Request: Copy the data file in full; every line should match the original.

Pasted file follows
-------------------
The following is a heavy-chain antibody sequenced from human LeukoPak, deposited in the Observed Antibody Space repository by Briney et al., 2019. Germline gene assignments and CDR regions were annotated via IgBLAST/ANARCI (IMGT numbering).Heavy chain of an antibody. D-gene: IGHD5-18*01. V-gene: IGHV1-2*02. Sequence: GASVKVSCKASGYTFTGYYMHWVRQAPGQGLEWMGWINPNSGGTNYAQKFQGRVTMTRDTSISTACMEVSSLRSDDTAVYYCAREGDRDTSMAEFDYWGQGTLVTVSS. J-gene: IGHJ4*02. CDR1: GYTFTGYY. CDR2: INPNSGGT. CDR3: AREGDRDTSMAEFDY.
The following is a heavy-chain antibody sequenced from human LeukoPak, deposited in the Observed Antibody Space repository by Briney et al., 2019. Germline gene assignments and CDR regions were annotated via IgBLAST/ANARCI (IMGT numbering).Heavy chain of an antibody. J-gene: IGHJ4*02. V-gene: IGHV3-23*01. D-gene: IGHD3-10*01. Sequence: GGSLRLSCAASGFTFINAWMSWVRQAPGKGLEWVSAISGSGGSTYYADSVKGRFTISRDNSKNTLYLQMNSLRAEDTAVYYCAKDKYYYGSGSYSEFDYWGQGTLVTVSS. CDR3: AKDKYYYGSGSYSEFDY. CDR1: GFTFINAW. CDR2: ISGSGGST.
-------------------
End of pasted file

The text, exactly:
The following is a heavy-chain antibody sequenced from human LeukoPak, deposited in the Observed Antibody Space repository by Briney et al., 2019. Germline gene assignments and CDR regions were annotated via IgBLAST/ANARCI (IMGT numbering).Heavy chain of an antibody. D-gene: IGHD5-18*01. V-gene: IGHV1-2*02. Sequence: GASVKVSCKASGYTFTGYYMHWVRQAPGQGLEWMGWINPNSGGTNYAQKFQGRVTMTRDTSISTACMEVSSLRSDDTAVYYCAREGDRDTSMAEFDYWGQGTLVTVSS. J-gene: IGHJ4*02. CDR1: GYTFTGYY. CDR2: INPNSGGT. CDR3: AREGDRDTSMAEFDY.
The following is a heavy-chain antibody sequenced from human LeukoPak, deposited in the Observed Antibody Space repository by Briney et al., 2019. Germline gene assignments and CDR regions were annotated via IgBLAST/ANARCI (IMGT numbering).Heavy chain of an antibody. J-gene: IGHJ4*02. V-gene: IGHV3-23*01. D-gene: IGHD3-10*01. Sequence: GGSLRLSCAASGFTFINAWMSWVRQAPGKGLEWVSAISGSGGSTYYADSVKGRFTISRDNSKNTLYLQMNSLRAEDTAVYYCAKDKYYYGSGSYSEFDYWGQGTLVTVSS. CDR3: AKDKYYYGSGSYSEFDY. CDR1: GFTFINAW. CDR2: ISGSGGST.